What do you do next when you make a mistake as egregious as Highlander 2: The Quickening? If you’re the folks behind the Highlander franchise, you pretend the movie never happened, erase it from the mythology, and move on. It’s a testament to how much people loved the characters and story of the original film that Highlander became a big multi-media franchise despite Highlander 2.

The story of the Immortals would continue not just in theatrically released sequels like 1993’s Highlander III: The Sorcerer and 2000’s Highlander: Endgame, but also in novels, comic books, multiple television adaptations, card games, and a 2007 Japanese anime film. A remake, perhaps unsurprisingly, has been in development hell for much of this decade, attracting, at various points, talent like Ryan Reynolds and Dave Bautista and filmmakers like Justin Lin, John Wick’s Chad Stahelski, and 28 Weeks Later’s Juan Carlos Fresnadillo.

Mulcahy, meanwhile, did his part to offer the world a variant of this story that made at least a tiny bit of sense with the film’s Renegade Version, which did away with the exceedingly fan-unfriendly conceit that the Immortals were aliens.

If a film series can survive a boondoggle on the order of Highlander 2: The Quickening to produce more movies, TV shows, a possible big-budget reboot, and other ancillary projects, then perhaps it truly is immortal and cannot be destroyed.


Nathan Rabin is the author of six books and the proprietor of Nathan Rabin’s Happy Place.
Follow Nathan on Twitter: @NathanRabin

Tag Cloud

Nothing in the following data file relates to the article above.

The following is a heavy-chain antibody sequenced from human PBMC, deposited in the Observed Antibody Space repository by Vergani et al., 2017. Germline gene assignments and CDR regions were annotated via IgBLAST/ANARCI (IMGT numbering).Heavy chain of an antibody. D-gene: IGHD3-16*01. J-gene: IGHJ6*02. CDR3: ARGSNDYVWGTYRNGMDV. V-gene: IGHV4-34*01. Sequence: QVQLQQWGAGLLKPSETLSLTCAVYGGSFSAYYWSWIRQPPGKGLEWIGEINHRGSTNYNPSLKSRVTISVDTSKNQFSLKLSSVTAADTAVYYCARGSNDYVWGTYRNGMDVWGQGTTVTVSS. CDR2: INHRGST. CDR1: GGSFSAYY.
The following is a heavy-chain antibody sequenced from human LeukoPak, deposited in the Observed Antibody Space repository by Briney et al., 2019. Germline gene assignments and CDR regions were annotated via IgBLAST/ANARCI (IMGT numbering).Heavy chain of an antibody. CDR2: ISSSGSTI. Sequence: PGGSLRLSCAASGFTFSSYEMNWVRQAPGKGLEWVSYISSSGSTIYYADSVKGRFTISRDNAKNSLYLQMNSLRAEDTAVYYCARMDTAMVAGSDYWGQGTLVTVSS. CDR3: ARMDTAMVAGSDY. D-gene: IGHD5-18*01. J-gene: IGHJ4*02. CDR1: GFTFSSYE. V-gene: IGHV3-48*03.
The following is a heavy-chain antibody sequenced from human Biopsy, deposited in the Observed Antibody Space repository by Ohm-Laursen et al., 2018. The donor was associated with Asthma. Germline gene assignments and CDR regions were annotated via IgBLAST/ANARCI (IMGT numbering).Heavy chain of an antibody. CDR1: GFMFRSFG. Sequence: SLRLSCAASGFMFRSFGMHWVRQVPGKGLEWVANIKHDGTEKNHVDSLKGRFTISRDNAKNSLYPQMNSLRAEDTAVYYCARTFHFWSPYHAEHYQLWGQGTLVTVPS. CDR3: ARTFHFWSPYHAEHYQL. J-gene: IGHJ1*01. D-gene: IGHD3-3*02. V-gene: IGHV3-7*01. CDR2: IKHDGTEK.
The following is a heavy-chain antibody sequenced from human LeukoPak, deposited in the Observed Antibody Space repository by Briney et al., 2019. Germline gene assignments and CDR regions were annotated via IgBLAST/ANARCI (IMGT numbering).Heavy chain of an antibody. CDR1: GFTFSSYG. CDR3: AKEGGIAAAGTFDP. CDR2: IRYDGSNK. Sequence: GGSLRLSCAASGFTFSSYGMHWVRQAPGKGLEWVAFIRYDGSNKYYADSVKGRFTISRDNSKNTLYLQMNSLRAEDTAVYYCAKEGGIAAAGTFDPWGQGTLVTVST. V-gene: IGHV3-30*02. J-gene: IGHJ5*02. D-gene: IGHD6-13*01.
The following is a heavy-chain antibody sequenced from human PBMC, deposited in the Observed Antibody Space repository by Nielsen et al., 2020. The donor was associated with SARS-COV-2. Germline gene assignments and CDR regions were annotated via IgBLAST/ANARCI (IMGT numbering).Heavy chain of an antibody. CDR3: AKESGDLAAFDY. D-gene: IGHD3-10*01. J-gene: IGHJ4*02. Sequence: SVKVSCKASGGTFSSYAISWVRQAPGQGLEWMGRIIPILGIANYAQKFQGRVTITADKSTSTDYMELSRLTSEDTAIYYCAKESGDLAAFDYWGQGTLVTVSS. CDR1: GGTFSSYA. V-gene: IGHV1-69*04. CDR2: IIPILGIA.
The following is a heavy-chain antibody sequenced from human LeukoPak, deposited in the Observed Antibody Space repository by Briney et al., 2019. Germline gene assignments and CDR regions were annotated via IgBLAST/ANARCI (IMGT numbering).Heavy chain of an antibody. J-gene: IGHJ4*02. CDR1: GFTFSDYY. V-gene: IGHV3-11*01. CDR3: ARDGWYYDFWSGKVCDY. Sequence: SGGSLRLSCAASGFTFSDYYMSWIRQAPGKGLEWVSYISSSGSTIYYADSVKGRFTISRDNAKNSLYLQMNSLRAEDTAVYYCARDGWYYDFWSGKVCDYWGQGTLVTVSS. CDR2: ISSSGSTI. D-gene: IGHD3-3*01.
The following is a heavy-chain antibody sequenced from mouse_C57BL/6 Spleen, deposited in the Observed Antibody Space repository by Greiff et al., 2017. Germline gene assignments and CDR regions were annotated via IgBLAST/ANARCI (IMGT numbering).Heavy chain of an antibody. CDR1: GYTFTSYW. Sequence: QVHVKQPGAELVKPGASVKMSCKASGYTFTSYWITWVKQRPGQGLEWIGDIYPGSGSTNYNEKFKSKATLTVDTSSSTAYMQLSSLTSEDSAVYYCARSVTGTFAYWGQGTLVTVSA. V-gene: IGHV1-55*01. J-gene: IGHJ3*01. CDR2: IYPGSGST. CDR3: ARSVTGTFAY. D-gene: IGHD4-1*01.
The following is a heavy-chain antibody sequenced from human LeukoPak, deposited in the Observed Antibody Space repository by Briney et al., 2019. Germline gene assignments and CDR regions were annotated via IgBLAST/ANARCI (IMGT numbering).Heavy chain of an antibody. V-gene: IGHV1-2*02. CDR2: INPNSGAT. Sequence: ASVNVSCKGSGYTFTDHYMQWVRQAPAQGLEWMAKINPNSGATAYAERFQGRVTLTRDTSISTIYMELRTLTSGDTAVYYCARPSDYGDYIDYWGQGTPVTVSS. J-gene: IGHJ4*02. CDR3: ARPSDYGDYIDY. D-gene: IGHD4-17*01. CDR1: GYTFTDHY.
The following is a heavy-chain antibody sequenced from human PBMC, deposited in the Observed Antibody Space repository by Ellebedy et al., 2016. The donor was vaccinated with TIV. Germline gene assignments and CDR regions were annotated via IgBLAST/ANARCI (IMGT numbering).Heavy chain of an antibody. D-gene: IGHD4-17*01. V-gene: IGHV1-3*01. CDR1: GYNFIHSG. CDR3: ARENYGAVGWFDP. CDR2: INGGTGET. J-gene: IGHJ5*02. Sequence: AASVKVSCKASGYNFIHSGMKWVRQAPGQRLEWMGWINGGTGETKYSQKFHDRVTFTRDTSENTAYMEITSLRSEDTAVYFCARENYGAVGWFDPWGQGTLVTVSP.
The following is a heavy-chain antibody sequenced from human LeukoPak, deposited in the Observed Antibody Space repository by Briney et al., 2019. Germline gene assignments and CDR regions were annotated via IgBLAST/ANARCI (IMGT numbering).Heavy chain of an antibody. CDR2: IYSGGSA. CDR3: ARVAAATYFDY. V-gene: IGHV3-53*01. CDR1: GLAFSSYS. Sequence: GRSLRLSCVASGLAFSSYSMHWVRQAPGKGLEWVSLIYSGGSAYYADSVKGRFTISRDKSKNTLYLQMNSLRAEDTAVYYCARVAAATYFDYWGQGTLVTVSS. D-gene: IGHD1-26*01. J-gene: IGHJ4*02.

diversity Nickelodeon 71st Emmy Awards richard e. Grant singing competition video MTV mission: impossible 20th Century Fox emmy awards Premiere Dates Funimation harry potter Superheroe Binge Guide 78th Annual Golden Globe Awards series true crime anime 45 finale Character Guide Trailer USA biography spain concert japanese Alien cults Western Emmys APB Pop TV laika dragons Peacock Horror Comic Book Video Games NYCC TV One YouTube Superheroes canceled TV shows mockumentary ID game show crime drama Reality reviews Mystery Spike anthology Britbox PlayStation Syfy Marvel Television First Look Year in Review President Cosplay YouTube Premium Interview 2017 Unbreakable Kimmy Schmidt Comedy Central Crackle canceled Tubi Spring TV OneApp Logo franchise CBS Trophy Talk Columbia Pictures adventure Song of Ice and Fire Acorn TV Lifetime Pet Sematary Paramount Paramount Network rom-coms politics scary movies Disney Hallmark Christmas movies justice league Winter TV pirates of the caribbean Biopics BET fast and furious Discovery Channel ViacomCBS PBS award winner TCA Awards theme song Hallmark indiana jones Quiz halloween casting based on movie boxing italian slashers Heroines fresh elevated horror TNT serial killer Starz docudrama BBC One doctor who game of thrones Sundance Now Comics on TV YA Apple TV+ indie Lifetime Christmas movies Musical Comedy Pride Month sequel Freeform HBO Max nature TCA 2017 TV Land period drama a nightmare on elm street video on demand cooking classics blaxploitation Stephen King unscripted GLAAD cars TIFF name the review HBO witnail best Esquire MCU green book E3 dramedy documentaries ABC Mudbound BAFTA NBC VOD Film transformers latino adaptation Photos police drama DC streaming service french Pirates FXX facebook Disney streaming service Martial Arts films natural history CW Seed quibi black zombie Reality Competition Ghostbusters LGBTQ Grammys archives Epix Star Trek television south america LGBT Mindy Kaling 2019 hispanic cinemax Musicals Disney Plus Shudder Apple TV Plus TLC Anna Paquin WGN disaster Christmas Sneak Peek cancelled AMC what to watch festivals Ovation VH1 Mary Tyler Moore crime Lucasfilm worst The Academy crime thriller talk show Rocky travel FX on Hulu vampires space joker die hard Avengers 2020 TCM Thanksgiving Nominations TBS Marvel Studios scorecard TCA Winter 2020 Summer political drama 2016 2018 science fiction stoner Television Critics Association spanish language VICE Travel Channel spinoff Adult Swim IFC screen actors guild Podcast nfl Tumblr Television Academy Nat Geo Oscars TV renewals independent romance christmas movies 72 Emmy Awards TruTV Amazon Prime spider-man FX GIFs technology Warner Bros. Women's History Month Watching Series movie Polls and Games kids batman A24 deadpool historical drama SDCC Rock MSNBC comics reboot Country Classic Film Election Shondaland Kids & Family Paramount Plus social media sports Extras Fall TV BET Awards 4/20 RT21 The Walt Disney Company romantic comedy Black Mirror Action Set visit Elton John medical drama GoT football Fantasy Writers Guild of America ESPN universal monsters Creative Arts Emmys dc CBS All Access Certified Fresh james bond Amazon Prime Video satire obituary Awards Tour book Apple hist sag awards news WarnerMedia comiccon 99% Animation Schedule Captain marvel San Diego Comic-Con Holidays critics Netflix Christmas movies Hear Us Out Pixar PaleyFest DGA Vudu Bravo American Society of Cinematographers Best and Worst psychological thriller Rocketman Cartoon Network zombies cancelled television rotten BBC America Food Network robots superhero werewolf Music ITV Lionsgate Winners Rom-Com Masterpiece The CW Countdown Fox News Endgame versus australia Trivia El Rey OWN renewed TV shows Dark Horse Comics ABC Family TV Infographic rt archives movies festival TCA The Witch Marvel nbcuniversal Universal asian-american Turner 24 frames golden globes zero dark thirty parents DC Comics Drama cartoon Fox Searchlight IFC Films spanish dark Hulu criterion Mary poppins National Geographic Amazon Studios venice Amazon FOX streaming tv talk Turner Classic Movies children's TV New York Comic Con Family Red Carpet Sundance TV 2015 discovery Netflix cops worst movies Chernobyl miniseries war spy thriller Tarantino Sony Pictures remakes Spectrum Originals supernatural crossover blockbuster DC Universe Awards trailers Calendar Chilling Adventures of Sabrina halloween tv directors boxoffice comic books thriller USA Network composers free movies The Arrangement rotten movies we love psycho Film Festival SXSW Pop First Reviews cancelled TV series dogs twilight SundanceTV dceu Marathons golden globe awards Academy Awards Disney+ Disney Plus Cannes 007 Holiday Baby Yoda cats The Purge teaser foreign BBC DirecTV Emmy Nominations Valentine's Day documentary strong female leads X-Men Opinion jurassic park Disney Channel Brie Larson Box Office ABC Signature sequels HBO Go E! sitcom Mary Poppins Returns women binge revenge Walt Disney Pictures CMT YouTube Red breaking bad Tomatazos Ellie Kemper Sci-Fi comedies child's play all-time comic mutant 21st Century Fox Showtime hollywood History toronto Crunchyroll chucky See It Skip It Star Wars The Walking Dead aliens Arrowverse cancelled TV shows Teen animated ratings jamie lee curtis RT History Super Bowl CNN screenings stand-up comedy ghosts Sundance toy story A&E Black History Month stop motion Toys